Phi Beta Cons

Jamestown Revised

This issue of NR features my article on the Jamestown at 400 celebration, held a couple weekends ago in Virginia.

The kernel of its argument:

Self-government, free enterprise, religious freedom — Jamestown has long been remembered for these grand ideals, though they have never fully squared with historical fact. At least, however, they sound consonant with the eventual meaning of Jamestown. But in 2007 the commemoration’s purview has broadened beyond them: In performances and museum exhibits alike, Jamestown’s storyline now exists in threes-one European, one Virginia Indian, and another African. The mention of their coming-together has been on the lips of every dignitary from Queen Elizabeth to President Bush.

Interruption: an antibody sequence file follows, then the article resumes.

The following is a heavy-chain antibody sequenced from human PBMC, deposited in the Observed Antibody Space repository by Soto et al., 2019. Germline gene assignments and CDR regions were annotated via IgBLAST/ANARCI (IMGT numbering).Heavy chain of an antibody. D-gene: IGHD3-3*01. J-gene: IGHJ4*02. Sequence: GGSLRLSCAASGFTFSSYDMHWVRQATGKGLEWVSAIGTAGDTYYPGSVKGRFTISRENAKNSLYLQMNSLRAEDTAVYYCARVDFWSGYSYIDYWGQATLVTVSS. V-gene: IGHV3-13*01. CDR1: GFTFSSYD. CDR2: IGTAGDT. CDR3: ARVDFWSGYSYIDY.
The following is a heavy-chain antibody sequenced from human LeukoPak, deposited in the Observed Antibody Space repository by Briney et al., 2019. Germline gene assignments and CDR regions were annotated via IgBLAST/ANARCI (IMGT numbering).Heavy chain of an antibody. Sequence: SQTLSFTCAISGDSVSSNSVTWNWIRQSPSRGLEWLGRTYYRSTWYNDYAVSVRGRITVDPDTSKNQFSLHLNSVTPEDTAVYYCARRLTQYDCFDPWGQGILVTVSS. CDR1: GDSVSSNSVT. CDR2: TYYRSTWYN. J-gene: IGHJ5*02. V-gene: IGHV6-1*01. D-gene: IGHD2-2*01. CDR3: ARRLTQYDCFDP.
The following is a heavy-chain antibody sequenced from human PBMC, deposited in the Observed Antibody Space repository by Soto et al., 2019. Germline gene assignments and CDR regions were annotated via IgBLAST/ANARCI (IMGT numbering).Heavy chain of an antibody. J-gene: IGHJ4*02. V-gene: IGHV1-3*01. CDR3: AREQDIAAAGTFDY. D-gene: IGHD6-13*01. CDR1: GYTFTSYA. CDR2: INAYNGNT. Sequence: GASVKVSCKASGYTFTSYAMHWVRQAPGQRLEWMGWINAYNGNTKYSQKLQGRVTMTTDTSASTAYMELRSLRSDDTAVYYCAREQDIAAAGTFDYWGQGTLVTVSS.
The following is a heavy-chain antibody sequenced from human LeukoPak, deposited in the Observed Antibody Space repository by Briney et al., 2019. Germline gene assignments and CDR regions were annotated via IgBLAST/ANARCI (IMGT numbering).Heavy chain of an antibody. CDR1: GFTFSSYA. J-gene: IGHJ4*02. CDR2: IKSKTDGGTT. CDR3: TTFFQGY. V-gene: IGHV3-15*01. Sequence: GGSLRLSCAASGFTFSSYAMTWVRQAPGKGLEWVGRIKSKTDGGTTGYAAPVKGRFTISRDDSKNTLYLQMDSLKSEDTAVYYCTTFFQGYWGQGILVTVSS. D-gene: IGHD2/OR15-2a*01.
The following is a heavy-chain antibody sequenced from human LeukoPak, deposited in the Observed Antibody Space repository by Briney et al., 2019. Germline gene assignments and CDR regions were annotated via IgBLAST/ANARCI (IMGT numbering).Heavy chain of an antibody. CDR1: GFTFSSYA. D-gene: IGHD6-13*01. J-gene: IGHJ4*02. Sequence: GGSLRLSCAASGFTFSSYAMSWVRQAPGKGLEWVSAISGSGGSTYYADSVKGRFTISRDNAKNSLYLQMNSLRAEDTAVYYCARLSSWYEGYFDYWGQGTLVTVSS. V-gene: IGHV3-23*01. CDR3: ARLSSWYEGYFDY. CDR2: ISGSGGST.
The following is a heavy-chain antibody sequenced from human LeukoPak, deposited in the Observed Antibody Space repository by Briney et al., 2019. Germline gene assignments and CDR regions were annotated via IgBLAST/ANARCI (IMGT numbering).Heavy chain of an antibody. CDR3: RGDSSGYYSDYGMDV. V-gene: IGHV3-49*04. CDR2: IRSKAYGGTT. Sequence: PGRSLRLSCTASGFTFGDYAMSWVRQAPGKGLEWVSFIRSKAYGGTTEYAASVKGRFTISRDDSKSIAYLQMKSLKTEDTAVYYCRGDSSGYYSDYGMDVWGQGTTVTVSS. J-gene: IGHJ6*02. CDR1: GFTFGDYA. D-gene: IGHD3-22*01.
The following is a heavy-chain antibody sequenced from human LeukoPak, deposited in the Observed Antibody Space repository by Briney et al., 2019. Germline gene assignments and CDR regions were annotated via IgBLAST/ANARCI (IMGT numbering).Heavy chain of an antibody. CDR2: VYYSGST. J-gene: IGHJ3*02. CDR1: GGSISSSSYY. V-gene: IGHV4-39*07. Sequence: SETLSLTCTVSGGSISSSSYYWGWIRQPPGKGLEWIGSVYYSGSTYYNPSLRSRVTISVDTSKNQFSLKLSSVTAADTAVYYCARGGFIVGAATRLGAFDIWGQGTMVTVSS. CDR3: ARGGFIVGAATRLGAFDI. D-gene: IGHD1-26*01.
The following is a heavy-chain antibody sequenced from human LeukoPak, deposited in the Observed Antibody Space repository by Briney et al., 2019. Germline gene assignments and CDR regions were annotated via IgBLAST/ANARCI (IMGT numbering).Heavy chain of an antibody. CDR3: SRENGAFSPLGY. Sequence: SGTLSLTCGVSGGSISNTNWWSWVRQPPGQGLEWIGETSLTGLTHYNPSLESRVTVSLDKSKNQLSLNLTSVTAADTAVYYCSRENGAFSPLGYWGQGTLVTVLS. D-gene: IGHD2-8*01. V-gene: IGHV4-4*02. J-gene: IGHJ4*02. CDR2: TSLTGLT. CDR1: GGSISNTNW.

Two sides of this ethnic trinity make sense. But no matter how much the ugly history of southern plantation slavery may levy an emotional demand for their inclusion, Africans are clearly the odd group out.

Subscribers can read the details at NR/Digital.

Travis Kavulla is director of Energy and Environmental Policy at the R Street Institute. He is a former president of the National Association of Regulatory Utility Commissioners who held elected office as a Montana public service commissioner for eight years. Before that, he was an associate editor for National Review.